|Publication number||US4025455 A|
|Application number||US 05/673,003|
|Publication date||May 24, 1977|
|Filing date||Apr 2, 1976|
|Priority date||Jun 19, 1974|
|Also published as||CA1040018A, CA1040018A1, DE2527154A1, DE2527154B2|
|Publication number||05673003, 673003, US 4025455 A, US 4025455A, US-A-4025455, US4025455 A, US4025455A|
|Inventors||Dale Richard Shackle|
|Original Assignee||The Mead Corporation|
|Export Citation||BiBTeX, EndNote, RefMan|
|Patent Citations (13), Referenced by (41), Classifications (18)|
|External Links: USPTO, USPTO Assignment, Espacenet|
This application is a continuation-in-part of commonly assigned, co-pending application U.S. Ser. No. 480,956 filed June 19, 1974, and now abandoned.
1. Field of the Invention
This invention relates to microencapsulating processes and the microcapsules produced therefrom.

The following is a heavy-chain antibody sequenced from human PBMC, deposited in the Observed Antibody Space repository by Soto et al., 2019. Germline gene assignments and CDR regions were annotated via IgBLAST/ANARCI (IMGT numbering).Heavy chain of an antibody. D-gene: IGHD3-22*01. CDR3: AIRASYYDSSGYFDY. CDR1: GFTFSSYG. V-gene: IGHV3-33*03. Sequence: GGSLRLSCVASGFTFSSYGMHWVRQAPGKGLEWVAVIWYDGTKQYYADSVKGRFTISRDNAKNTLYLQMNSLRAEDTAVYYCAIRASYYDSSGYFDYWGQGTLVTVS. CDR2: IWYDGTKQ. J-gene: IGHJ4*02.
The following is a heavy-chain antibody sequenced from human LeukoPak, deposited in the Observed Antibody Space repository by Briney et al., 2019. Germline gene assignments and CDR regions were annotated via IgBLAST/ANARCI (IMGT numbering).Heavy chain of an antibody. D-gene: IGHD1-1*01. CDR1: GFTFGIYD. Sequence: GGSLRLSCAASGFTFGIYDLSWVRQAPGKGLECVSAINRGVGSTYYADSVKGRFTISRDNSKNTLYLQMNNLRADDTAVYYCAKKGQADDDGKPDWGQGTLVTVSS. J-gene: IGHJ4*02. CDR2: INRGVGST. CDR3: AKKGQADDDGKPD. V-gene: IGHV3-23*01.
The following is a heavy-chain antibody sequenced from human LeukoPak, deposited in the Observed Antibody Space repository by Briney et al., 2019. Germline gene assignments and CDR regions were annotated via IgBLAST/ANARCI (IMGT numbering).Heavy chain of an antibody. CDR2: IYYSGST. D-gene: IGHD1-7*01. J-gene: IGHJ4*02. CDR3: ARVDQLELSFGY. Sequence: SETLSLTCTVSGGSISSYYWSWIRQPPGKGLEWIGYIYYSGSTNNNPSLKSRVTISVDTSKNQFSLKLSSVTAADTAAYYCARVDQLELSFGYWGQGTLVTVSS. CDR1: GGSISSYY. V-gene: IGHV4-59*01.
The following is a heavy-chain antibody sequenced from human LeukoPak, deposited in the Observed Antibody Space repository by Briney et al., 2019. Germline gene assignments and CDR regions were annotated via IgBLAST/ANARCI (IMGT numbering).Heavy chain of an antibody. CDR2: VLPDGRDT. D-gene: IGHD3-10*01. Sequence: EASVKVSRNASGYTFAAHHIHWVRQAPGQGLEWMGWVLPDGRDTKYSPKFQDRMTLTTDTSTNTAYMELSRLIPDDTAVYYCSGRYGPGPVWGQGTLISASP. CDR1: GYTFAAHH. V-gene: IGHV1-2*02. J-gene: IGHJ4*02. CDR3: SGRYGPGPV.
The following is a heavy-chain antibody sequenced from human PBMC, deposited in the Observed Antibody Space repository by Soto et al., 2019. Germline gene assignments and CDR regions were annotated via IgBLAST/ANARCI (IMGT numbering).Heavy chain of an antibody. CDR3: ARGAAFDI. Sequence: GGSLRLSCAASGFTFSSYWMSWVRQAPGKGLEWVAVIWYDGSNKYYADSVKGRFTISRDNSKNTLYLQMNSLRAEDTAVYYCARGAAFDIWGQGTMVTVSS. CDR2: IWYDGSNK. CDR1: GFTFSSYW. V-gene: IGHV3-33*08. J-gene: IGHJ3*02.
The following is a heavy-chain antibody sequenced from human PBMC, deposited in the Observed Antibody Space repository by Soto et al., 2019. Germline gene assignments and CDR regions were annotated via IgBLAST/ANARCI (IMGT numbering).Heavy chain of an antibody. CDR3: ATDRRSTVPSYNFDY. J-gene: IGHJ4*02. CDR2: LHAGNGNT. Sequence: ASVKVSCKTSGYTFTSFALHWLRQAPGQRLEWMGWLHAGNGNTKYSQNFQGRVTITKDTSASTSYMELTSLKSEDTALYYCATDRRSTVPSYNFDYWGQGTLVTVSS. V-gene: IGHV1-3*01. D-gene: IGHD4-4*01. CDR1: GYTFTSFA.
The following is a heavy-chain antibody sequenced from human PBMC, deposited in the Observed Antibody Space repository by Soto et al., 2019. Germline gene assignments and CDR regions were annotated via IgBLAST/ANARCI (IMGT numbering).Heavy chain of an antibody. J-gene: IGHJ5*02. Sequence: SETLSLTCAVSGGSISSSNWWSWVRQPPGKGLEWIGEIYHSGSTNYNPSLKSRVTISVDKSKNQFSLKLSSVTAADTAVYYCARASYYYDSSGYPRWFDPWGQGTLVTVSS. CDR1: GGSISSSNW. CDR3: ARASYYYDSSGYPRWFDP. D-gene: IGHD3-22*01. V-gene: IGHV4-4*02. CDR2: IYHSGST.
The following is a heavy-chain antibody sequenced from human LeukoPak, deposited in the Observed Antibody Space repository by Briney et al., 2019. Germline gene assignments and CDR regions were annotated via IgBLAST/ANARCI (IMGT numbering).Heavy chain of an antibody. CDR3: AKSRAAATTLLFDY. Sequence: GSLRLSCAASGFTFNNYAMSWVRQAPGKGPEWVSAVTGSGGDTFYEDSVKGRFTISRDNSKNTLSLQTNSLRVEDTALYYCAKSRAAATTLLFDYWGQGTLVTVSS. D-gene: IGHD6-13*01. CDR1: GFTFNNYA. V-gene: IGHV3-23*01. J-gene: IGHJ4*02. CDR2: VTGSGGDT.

2. The Prior Art
A method for the production of microcapsules containing oils using coacervation is disclosed in U.S. Pat. No. 2,800,457 (1957) to Green et al. The process described therein involves the coating of oil droplets with a liquid wall of gelatin-gum arabic colloidal material produced by coacervation. The liquid wall thus formed is hardened by treatment with formaldehyde. It is known that aqueous solutions of hydrophilic colloids such as gelatins or gum arabics can be caused to undergo coacervation by adding to said solutions various substances such as inorganic salts or oppositely charged colloids. The coacervate droplets are known to encase droplets of water-immiscible or slightly water-immiscible liquids and to gel and solidify upon cooling to room temperatures thereby forming liquid droplets encased in a gelatin membrane. After hardening of the gelatin membranes in the normal fashion (such as with formaldehyde) encapsulated suspensions of liquids are obtained which pg,3 after removal of water could be transformed by known drying methods into free-flowing dry powders. Other known patents teaching coacervation-related processes include:
U.s. pat. No. 3,244,640 (1966) to Studt et al.
U.s. pat. No. 3,539,465 (1970) to Hiestand
U.s. pat. No. 3,567,650 (1971) to Balcan
U.s. pat. No. 3,594,326 (1971) to Himmel